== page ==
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I have been fortunate to have known Dr. Manuel Casanova for a few years. I have learned a lot about autism and the neurodiversity debate from reading his blog. So when I learned that he published an entire book about the various aspects of autism, I was very excited. Overall, this book covers Dr. Casanova’s views and knowledge surrounding autism.
“Chapter 1: History” gives a good overview of the history of how the portrayal of autism came to be. As I anticipated, there was also discussion of autism research in the Nazi regime, pointing out that the historian Herwig Czech discovered that Dr. Hans Asperger had strong ties to the Nazis. This is important in discussing the moral implications of Dr. Asperger’s work and cannot be ignored.
Chapter 2 and 3 covers many medical symptoms, comorbidities, and risk factors for autism. Chapter 4 covers therapies for autism, including diet and exercise therapies, which are good for most people in general. I myself am currently eating homemade bread leavened in a bread machine, which has a lower gluten density than bread in a store. Some say that gluten in high concentrations is addictive (https://www.glutenfreesociety.org/addicted-to-gluten/). However, I have noticed that because I eat less bread, I need to eat more fiber to compensate, which is also mentioned in Chapter 4. The easiest way to get more fiber is through dried fruits and dried vegetables.
Chapter 5 focuses on transcranial magnetic stimulation (TMS), which is one of Casanova’s research interests. Casanova notes that TMS has not been officially approved yet for autism. Chapter 6 covers potential causes of autism and the reasoning behind those claims. Additionally, this chapter covers psychological theories of autism, like the Theory of Mind. Casanova discusses Clements’ Theory of Mind in The Autistic Buddha with respect to his experiences. He said that Clements was very worried about educationally impressing his parents and couldn’t let go emotionally. According to Casanova’s analysis, Clements eventually realized that his parents simply wanted him to be happy, and he was far less stressed and moved forward with his goals.
Chapter 7 discusses the autistic brain, including minicolumns, a structure inside the brain. For his work in this area, Casanova has been referred to as the “Minicolumn Man”. Using computerized imaging analysis, he has established the anatomical validity of the cell minicolumn. Chapter 8 is about autism research, and focuses on the most important issues in this field as a whole, such as bias in research funding.
Chapter 9 focuses on the unusual range of political debates in autism. The “Refrigerator Mother” theory was one of those debunked theories about autism. Additionally, the vaccine controversy and Andrew Wakefield are discussed, with the overwhelming conclusion being that vaccines do not cause autism whatsoever. The controversial neurodiversity movement is discussed from multiple angles, with some advocates simply wanting acceptance and a small minority attacking individuals that wish for a treatment or a cure. The sociology of autism is discussed with respect to multiple issues, such as obesity, bullying, and so on.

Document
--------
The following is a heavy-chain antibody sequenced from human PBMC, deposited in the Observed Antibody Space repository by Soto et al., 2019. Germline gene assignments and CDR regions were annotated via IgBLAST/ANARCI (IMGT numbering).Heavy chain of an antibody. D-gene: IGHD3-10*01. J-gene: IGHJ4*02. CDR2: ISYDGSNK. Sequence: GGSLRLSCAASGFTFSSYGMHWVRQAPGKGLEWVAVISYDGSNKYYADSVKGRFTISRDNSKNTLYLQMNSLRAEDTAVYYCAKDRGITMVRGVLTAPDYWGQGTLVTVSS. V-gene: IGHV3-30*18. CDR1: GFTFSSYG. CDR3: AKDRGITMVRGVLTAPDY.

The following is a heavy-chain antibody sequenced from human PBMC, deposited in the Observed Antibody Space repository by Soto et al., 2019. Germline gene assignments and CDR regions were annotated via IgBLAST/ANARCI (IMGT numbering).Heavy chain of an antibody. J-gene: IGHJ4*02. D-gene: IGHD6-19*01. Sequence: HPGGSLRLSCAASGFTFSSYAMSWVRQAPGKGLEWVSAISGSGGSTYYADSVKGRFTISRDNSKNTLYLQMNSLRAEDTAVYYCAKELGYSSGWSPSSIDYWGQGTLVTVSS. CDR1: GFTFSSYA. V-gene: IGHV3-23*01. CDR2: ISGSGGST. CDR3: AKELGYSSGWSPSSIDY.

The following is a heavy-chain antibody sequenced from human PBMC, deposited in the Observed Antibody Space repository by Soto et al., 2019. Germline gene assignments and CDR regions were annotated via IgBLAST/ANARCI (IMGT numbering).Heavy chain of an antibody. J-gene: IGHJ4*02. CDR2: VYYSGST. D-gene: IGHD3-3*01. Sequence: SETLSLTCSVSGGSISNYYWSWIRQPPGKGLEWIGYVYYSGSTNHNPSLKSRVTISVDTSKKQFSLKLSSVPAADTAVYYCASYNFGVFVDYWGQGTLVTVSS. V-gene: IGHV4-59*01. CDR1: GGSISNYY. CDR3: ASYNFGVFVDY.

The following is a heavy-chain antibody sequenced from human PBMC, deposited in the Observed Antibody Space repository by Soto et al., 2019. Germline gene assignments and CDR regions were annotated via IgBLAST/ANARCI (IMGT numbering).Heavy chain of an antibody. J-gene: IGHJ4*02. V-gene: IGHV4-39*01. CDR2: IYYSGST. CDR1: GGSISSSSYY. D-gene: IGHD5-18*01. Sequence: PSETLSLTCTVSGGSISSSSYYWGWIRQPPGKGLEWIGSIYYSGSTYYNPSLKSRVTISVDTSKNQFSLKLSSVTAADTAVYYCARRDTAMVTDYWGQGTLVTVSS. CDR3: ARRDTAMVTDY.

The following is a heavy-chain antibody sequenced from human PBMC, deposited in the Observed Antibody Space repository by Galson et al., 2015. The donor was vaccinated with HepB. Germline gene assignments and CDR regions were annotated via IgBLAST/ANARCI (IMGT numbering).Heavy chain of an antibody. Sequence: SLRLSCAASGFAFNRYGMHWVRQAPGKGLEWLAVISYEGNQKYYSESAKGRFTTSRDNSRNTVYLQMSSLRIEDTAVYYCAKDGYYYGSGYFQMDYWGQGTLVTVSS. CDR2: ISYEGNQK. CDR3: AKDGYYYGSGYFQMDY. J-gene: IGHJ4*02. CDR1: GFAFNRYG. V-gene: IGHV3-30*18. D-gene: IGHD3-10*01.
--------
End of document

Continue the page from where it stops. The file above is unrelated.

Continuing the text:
One aspect I noticed that was not discussed in depth is the scientifically discredited technique of facilitated communication (FC). While the media does not like to use that term anymore, there are occasional discussions of allegedly low-functioning autistic individuals in the media that can suddenly discuss complicated topics through this method. Use of FC has even led to false accusations of abuse and false arrests. Fortunately, many Wikipedia articles making this claim were removed (https://corticalchauvinism.com/2019/06/26/a-triple-victory-three-wikipedia-articles-promoting-facilitated-communication-are-deleted/). Additionally, in the section “Igor Stravinsky and autism”, an anecdote from Tito Mukhopadhyay is used, even though Tito communicates through rapid prompting, which is similar to FC and also discredited.
Unfortunately, the media has sometimes misrepresented Casanova’s view on autism. One article claimed “Dr. Casanova is ready to begin working on wiping out autism entirely” which is a false statement (https://www.wave3.com/story/5146301/uofl-neuroscientist-so-close-to-autism-breakthrough-hes-helping-fund-research/). A Newsweek article claimed that Casanova has received death threats from writing about autism, but this actually had to do with individuals assuming from the false statement in the previous article that he wanted to wipe out autism. More details can be found from a statement by Dr. Casanova’s wife and from a blog post where Dr. Casanova explains what actually happened (https://en.wikipedia.org/wiki/User_talk:EmLyCasa and http://autisticbfh.blogspot.com/2006/07/my-publicist-ate-my-homework.html).
Chapter 10 discusses autism advocacy around the world. Following that, there are statements about various autism advocates that Casanova has gotten to know such as Jonathan Mitchell, John Elder Robison, Alex Plank, and Stephen Shore. There are many types of autism advocates that he features and discusses in depth.
Overall, this book is an interesting collection autism with respect to many areas of life. In each chapter, multiple perspectives are discussed which show the different ideas surrounding autism. Autism has been the subject of many unique findings and controversies, which are all displayed with Dr. Casanova’s commentary.